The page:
2. Verify that the referring site is in your list of cloned sites.
  3. Check if Sitecore.Context.Item is in the source site.
  4. Create a string with the new path, and verify that this item exists using Database.GetItem().
  5. Modify Sitecore.Context.Item to the new item.

The advantage of this approach is that you do not need to intercept the many ways that a link can be created, and you keep your path rewriting logic in one place. In effect, you will be creating an alias from "Data/Products/ProductA" to "clone/Home/ProductA" that will only take effect if your site is in your list of clones.

Update: I did a test of this approach in Office Core. I created a second site, AlternalteSite, with a child node Our-Process. The AlternateSite home page has a link to /home/Our-Process. When the code below is added to the HttpRequestBegin pipeline, the link directs to the /AlternateSite/Our-Process item.

public class SiteChanger : HttpRequestProcessor
 {
   // Some definitions removed...
    public override void Process(HttpRequestArgs args)
    {

        if (ReferringSiteIsTarget())
        {
            Item targetItem = GetTargetItem();
            if (targetItem != null)
            {
                Sitecore.Context.Item = targetItem;
            }
        }
    }

    private Item GetTargetItem()
    {
        string currentItemPath = Sitecore.Context.Item.Paths.FullPath;
        string newPath;

        if (currentItemPath.Contains(SourcePath))
        {
            newPath = currentItemPath.Replace(SourcePath, TargetPath);
            return Sitecore.Context.Database.GetItem(newPath);
        }
        return null;
    }
}

Update2: As James Walford points out in the comments, this approach only works if the clones are not renamed. Sitecore does not, to my knowledge, provide a way of traversing from a source item to its clones in the web database. In master, you can use the Link Database to get from an item to its clones (see this forum post by John West), but after publication, clones become normal items, so presumably will not be included in the Link Database.

One approach would be to add a multilist of links to clones to the standard template, and add logic to populate this as part of the uiCloneItems pipeline, and to use this data in the HttpRequestProcessor code. This will preserve the Link Database relationship, but will put overhead on both the cloning process and the Http Request resolution process, as your code would need to iterate through all the clones to determine which one lived in the requesting website.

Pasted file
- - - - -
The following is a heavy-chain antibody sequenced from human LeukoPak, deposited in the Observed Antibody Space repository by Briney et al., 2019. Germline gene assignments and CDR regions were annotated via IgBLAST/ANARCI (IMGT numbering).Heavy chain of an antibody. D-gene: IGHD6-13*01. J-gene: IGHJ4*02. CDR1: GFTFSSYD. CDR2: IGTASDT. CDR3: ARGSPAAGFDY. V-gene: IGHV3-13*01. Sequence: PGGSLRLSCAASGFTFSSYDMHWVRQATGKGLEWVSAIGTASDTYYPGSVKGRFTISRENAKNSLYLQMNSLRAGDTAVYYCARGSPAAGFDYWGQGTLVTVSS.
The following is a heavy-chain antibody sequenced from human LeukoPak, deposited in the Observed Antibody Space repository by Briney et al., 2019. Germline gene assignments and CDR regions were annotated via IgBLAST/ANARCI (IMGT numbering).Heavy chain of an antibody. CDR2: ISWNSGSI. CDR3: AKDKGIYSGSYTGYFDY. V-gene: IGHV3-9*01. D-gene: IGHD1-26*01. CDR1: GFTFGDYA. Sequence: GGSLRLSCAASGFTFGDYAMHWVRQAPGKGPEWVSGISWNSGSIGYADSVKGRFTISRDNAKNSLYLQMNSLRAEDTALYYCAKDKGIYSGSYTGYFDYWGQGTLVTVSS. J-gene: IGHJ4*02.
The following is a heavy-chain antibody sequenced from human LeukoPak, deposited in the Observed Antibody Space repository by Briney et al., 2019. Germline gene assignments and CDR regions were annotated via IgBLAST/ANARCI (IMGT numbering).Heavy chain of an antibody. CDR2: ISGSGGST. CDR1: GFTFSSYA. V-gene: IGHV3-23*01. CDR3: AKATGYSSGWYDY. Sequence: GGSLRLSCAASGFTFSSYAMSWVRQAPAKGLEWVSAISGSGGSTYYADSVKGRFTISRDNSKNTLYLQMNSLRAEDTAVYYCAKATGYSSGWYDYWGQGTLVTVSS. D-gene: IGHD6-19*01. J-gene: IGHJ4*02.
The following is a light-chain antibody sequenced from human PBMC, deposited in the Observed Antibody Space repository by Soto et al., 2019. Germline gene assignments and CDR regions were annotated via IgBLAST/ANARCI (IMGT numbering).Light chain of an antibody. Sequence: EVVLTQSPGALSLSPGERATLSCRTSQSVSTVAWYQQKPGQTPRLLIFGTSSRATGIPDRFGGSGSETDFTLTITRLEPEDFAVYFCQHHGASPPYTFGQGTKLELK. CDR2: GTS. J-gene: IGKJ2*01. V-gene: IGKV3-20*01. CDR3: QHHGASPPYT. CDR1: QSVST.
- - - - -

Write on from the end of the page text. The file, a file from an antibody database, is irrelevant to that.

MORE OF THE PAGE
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  • Hi @DanSolovay That works fine for generating links during item processing, and we implemeted somethig similar (though we thought we had some side affects so removed it again), but we also need to ensure item references to data that should be included during processing that isn't going to be rendered as a link but are consumed by the rendering - e.g. a list view populated with metadata keyword items. These are never addressed directly by an http request. cont below... Commented Jan 24, 2012 at 9:21
  • We'd also prefer to avoid relying on a relative path comparison if possible, as we'd like to be able to rename clones to suit their specific local contexts. I've marked the answer as helpful as I think it deserves credit, but it's not quite the full answer - yet! Commented Jan 24, 2012 at 9:23
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    @JamesWalford, renaming of links is a difficult issue, since the relationship between clone and source does not persist in the web database. The metadata issue probably goes beyond what clones are designed to do. Normally, you would modify the clone to change the metadata links--it sounds like you want the clone to have different metadata values from its source while still being unmodified. Commented Jan 26, 2012 at 4:15
  • Yes, that's exactly what we want to do. It's not just metadata, there are various other bits of data that can't really be scoped as global for the parent site and all clones but are general enough that they'll be the same values across all sites. Commented Jan 26, 2012 at 8:21